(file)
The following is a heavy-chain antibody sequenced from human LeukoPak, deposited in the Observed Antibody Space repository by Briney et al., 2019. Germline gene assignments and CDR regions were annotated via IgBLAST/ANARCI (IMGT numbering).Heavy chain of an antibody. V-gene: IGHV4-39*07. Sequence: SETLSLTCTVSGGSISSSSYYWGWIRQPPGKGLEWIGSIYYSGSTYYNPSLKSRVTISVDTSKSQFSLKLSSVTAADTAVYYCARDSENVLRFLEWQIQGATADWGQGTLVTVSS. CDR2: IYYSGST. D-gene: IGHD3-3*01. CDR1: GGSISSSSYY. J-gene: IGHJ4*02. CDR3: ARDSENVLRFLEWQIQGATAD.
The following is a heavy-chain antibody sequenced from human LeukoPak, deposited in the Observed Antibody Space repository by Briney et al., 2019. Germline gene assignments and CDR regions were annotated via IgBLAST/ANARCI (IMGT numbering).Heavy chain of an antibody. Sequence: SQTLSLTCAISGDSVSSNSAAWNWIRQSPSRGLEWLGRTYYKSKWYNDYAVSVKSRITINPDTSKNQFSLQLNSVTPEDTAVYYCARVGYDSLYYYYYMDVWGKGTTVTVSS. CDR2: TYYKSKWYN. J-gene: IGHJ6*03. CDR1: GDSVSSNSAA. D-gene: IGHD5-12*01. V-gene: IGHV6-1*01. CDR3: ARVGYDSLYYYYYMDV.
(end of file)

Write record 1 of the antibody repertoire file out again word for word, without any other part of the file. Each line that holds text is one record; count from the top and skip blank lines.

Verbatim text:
The following is a heavy-chain antibody sequenced from human LeukoPak, deposited in the Observed Antibody Space repository by Briney et al., 2019. Germline gene assignments and CDR regions were annotated via IgBLAST/ANARCI (IMGT numbering).Heavy chain of an antibody. V-gene: IGHV4-39*07. Sequence: SETLSLTCTVSGGSISSSSYYWGWIRQPPGKGLEWIGSIYYSGSTYYNPSLKSRVTISVDTSKSQFSLKLSSVTAADTAVYYCARDSENVLRFLEWQIQGATADWGQGTLVTVSS. CDR2: IYYSGST. D-gene: IGHD3-3*01. CDR1: GGSISSSSYY. J-gene: IGHJ4*02. CDR3: ARDSENVLRFLEWQIQGATAD.